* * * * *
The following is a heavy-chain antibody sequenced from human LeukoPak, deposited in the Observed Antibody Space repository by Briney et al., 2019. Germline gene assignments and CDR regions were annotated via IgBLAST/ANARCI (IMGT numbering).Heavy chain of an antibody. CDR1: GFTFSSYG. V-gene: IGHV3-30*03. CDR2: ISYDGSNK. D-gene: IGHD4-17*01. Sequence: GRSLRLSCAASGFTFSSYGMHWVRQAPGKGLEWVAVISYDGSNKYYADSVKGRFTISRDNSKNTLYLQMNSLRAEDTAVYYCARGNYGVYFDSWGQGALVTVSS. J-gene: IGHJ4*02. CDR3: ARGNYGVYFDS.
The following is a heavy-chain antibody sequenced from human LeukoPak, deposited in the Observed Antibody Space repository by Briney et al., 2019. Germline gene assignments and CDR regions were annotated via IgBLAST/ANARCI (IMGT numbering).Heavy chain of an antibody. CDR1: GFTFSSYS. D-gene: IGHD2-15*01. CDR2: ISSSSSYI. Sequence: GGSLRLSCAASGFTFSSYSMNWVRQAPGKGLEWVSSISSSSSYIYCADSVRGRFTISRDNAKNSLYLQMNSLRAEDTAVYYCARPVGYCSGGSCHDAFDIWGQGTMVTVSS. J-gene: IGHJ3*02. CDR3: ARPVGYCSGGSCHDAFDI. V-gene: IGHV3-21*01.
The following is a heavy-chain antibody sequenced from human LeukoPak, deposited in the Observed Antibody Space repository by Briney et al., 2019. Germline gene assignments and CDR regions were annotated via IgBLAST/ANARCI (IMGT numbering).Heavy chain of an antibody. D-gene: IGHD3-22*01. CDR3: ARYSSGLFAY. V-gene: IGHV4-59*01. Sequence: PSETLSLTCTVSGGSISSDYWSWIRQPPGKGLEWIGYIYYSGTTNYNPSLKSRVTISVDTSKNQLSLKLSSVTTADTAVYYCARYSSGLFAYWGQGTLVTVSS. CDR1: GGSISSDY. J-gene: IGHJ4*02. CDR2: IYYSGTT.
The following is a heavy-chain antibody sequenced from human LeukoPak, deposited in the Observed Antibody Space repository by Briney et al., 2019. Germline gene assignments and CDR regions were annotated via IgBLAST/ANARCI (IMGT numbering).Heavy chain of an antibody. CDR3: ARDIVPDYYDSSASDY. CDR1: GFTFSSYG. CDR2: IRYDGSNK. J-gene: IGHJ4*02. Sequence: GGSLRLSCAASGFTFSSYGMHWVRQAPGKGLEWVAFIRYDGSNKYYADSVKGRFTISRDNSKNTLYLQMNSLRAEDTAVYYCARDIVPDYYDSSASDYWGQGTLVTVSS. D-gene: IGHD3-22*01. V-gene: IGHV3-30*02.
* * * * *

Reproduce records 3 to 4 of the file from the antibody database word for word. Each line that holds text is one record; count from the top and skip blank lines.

The following is a heavy-chain antibody sequenced from human LeukoPak, deposited in the Observed Antibody Space repository by Briney et al., 2019. Germline gene assignments and CDR regions were annotated via IgBLAST/ANARCI (IMGT numbering).Heavy chain of an antibody. D-gene: IGHD3-22*01. CDR3: ARYSSGLFAY. V-gene: IGHV4-59*01. Sequence: PSETLSLTCTVSGGSISSDYWSWIRQPPGKGLEWIGYIYYSGTTNYNPSLKSRVTISVDTSKNQLSLKLSSVTTADTAVYYCARYSSGLFAYWGQGTLVTVSS. CDR1: GGSISSDY. J-gene: IGHJ4*02. CDR2: IYYSGTT.
The following is a heavy-chain antibody sequenced from human LeukoPak, deposited in the Observed Antibody Space repository by Briney et al., 2019. Germline gene assignments and CDR regions were annotated via IgBLAST/ANARCI (IMGT numbering).Heavy chain of an antibody. CDR3: ARDIVPDYYDSSASDY. CDR1: GFTFSSYG. CDR2: IRYDGSNK. J-gene: IGHJ4*02. Sequence: GGSLRLSCAASGFTFSSYGMHWVRQAPGKGLEWVAFIRYDGSNKYYADSVKGRFTISRDNSKNTLYLQMNSLRAEDTAVYYCARDIVPDYYDSSASDYWGQGTLVTVSS. D-gene: IGHD3-22*01. V-gene: IGHV3-30*02.